Something you can bank on? Vatican financial body works to revamp image
By Carol Glatz
Catholic News Service
VATICAN CITY - In an effort to shed a decades-long image of secrecy and suspicion, the Vatican bank has been investing heavily in building a new image of transparency and legality.
But recent scandals, such as the May 24 ouster of the bank’s president, Ettore Gotti Tedeschi, for incompetence, and leaked Vatican documents hinting of financial mismanagement within the walls of the Vatican have only made that mission more urgent.
In a rare show of PR savvy, the Vatican bank, known formally as the Institute for the Works of Religion, has been opening its alarm-triggered doors - giving bishops and ambassadors, and now, journalists, a detailed rundown of how the bank works.
“We are trying to open the treasure chest up a bit and show we are working for transparency,” said Paolo Cipriani, the bank’s director since 2003.
In late June, the bank hosted some 60 journalists accredited by the Vatican for a two-hour-plus PowerPoint presentation describing the mission of this unique financial institution and what it has been doing to try to comply with international banking and anti-money-laundering standards.
It also included a brief tour of part of the bank, which is decorated with museum cases displaying gold commemorative coins and large accounting ledgers from the early 1900s.
The Institute for the Works of Religion was formally established in 1942, but it has its roots in an administrative body that was started by Pope Leo XIII in 1887 to support the work of the Catholic Church.
In fact, Vatican bank officials object to the institute being called a bank, since it’s not considered a commercial enterprise intent on generating capital.
On the outside, it certainly doesn’t seem like a bank: It is housed in a 15th-century tower that used to be a prison and has stone walls that are 30-40 feet thick.
However, inside it looks like a bank with its marble floors, vaulted ceiling, large counters staffed with well-dressed tellers peering at computer monitors, an ATM machine in the entryway and high-security doors to the street that can block a thief from escape. It also provides a limited array of banking services.
But Vatican officials say it is not a bank because it is not a lending institution; its aim is not to make money but to further the mission of the universal church.
The mission of the institute, Cipriani said, “is to safeguard and administer” assets belonging to account holders in more than 150 countries.
It handles about 6 billion euros ($7.4 billion) in assets spread out among 33,000 accounts. More than three-quarters of all account holders are in Europe, presumably Italy, while just 7.3 percent of accounts - the next highest percentage - are at the Vatican.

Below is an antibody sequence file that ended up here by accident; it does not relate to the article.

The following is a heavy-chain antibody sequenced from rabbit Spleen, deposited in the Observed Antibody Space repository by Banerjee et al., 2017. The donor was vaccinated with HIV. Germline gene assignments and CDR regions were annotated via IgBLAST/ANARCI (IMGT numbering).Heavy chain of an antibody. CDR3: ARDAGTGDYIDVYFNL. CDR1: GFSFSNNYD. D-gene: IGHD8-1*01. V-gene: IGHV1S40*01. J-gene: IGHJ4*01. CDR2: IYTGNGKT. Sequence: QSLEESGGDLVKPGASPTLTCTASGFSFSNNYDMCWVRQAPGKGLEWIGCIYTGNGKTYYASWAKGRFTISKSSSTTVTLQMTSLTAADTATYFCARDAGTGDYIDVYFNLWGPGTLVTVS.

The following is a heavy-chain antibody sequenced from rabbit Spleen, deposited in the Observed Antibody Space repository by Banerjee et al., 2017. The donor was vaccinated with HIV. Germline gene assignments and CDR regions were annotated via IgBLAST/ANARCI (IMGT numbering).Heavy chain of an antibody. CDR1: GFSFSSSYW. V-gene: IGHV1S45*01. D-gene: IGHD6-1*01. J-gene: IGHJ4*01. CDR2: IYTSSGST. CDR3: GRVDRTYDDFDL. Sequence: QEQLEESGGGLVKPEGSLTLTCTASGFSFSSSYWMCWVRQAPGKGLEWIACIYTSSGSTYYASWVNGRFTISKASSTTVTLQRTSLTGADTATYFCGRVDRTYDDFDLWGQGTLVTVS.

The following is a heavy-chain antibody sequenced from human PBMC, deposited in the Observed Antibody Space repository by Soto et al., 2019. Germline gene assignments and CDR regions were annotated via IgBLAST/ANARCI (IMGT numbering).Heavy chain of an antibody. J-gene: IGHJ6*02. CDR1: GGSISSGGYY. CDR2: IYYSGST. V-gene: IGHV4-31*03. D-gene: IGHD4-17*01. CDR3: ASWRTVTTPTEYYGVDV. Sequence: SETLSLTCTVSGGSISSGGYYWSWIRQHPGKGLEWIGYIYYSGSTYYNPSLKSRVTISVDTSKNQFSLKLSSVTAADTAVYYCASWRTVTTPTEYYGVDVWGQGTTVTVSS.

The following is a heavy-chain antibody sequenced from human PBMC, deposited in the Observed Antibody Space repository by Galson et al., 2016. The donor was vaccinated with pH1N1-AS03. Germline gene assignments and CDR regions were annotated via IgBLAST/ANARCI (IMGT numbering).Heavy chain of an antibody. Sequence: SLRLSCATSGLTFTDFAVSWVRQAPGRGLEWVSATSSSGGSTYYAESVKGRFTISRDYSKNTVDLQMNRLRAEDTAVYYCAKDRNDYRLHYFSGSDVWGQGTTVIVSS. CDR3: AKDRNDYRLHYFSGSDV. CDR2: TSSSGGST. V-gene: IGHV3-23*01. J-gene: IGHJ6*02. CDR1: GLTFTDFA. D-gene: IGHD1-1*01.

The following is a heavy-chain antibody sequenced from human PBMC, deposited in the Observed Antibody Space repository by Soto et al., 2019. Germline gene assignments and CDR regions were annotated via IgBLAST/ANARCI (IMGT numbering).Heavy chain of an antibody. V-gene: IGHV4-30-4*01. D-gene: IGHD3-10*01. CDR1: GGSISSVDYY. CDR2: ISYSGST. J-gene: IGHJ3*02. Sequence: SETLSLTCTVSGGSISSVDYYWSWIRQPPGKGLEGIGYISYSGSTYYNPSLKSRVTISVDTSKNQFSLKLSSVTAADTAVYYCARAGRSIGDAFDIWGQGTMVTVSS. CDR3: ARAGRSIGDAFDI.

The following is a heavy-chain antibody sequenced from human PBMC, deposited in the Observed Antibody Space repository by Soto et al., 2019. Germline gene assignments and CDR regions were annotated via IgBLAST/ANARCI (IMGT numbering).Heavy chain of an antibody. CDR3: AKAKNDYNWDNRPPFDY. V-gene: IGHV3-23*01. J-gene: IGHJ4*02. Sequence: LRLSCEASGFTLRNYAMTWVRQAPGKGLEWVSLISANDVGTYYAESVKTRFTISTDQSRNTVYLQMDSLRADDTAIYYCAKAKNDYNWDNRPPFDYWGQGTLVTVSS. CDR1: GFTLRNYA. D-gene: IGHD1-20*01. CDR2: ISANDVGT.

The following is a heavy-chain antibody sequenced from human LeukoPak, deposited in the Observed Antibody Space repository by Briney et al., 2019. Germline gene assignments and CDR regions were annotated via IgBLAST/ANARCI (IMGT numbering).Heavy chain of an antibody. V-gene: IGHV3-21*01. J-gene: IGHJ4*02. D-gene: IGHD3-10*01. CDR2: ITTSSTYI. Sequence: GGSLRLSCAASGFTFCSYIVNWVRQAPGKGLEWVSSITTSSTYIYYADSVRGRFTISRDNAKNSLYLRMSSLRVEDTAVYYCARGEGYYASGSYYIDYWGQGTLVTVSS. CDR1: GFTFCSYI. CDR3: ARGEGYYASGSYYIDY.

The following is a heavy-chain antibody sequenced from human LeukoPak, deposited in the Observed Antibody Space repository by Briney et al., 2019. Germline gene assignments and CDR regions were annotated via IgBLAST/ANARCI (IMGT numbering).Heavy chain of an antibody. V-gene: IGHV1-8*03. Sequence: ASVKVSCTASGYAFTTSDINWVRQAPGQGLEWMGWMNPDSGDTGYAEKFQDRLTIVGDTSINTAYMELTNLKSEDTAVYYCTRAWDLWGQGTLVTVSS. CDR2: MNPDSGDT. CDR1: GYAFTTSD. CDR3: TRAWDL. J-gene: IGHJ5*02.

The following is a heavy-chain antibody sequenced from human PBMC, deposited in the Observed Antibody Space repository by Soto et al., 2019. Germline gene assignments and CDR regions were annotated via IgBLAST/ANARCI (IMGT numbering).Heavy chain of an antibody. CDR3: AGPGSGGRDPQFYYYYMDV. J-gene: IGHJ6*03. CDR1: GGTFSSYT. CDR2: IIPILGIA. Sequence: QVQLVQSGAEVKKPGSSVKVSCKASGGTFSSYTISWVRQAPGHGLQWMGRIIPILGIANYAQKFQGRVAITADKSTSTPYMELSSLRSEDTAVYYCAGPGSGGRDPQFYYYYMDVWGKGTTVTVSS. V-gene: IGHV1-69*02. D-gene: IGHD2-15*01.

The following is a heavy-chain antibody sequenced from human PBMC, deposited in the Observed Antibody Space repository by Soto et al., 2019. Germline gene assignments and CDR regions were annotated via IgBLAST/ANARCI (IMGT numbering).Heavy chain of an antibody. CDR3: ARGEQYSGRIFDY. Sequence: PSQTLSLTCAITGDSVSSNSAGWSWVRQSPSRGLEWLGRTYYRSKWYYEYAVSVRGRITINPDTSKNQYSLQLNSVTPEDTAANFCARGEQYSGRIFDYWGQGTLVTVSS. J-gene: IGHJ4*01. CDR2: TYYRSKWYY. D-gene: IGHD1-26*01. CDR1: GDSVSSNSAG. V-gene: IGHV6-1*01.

Its goal with investments is to safeguard capital, not pull a profit, so it is “never speculative,” Cipriani said.
It chooses very conservative low-risk portfolios that avoid entities tied to activities deemed unethical by the Catholic Church, such as child exploitation, arms manufacturing and producing abortifacient pharmaceuticals. Investments are mostly in bonds and only 5 percent are in the stock market, he said.
Not everyone can open a Vatican bank account, and clients must meet a series of strict criteria. Account holders go through rigorous background checks that get reviewed periodically to make sure their status is still valid, Cipriani explained.
A diocese or religious order could also open an account to support a member studying in Rome or to support a church project anywhere in the world, he said.
The bank has no numbered or secret accounts and no relationship with off-shore banks or countries, Cipriani said, calling such claims “a myth” he hopes to “shoot down once and for all.”
It also runs the names of all senders and receivers of funds through a global database, called World-Check, which “in 20 seconds,” he said, can flag people or organizations suspected of fraud, criminal activity or other risks.
“We have to remove the veil, the shadow of the past and do our utmost” to provide transparency and reliable service, he said.
In addition to internal controls and audits, the bank uses the accounting and consulting firm Deloitte to certify its balance sheets, monitor compliance with new Vatican norms and establish the best international banking standards, he said.
The June 28 visit with journalists came less than a week before the Council of Europe Committee of Experts on the Evaluation of Anti-Money Laundering Measures and the Financing of Terrorism - Moneyval - was scheduled to discuss the Vatican’s progress in meeting standards of financial transparency.
The Vatican enacted new stricter norms in 2010 as part of its broader efforts to make Moneyval’s so-called White List of countries who reach a set of standards of anti-money laundering and financing of terrorism.
The meeting with journalists also came a day after the bank’s supervisory board of lay experts met with an oversight commission of cardinals to talk about the qualifications they want in a new president for the bank.
Carl A. Anderson, head of the U.S.-based Knights of Columbus and secretary of the Vatican bank’s board of supervisors, has said the bank is fully committed to transparency and to bringing all of its procedures into line with international banking norms.
Firing Gotti Tedeschi, who was never mentioned once during the briefing with journalists, was part of the bank’s commitment to promoting transparency, Anderson has said.
The bank obviously sees its more public outreach and commitment to highly professional staff as important ways to reach the gold standard of international banking standards.
Copyright (c) 2012 Catholic News Service/U.S. Conference of Catholic Bishops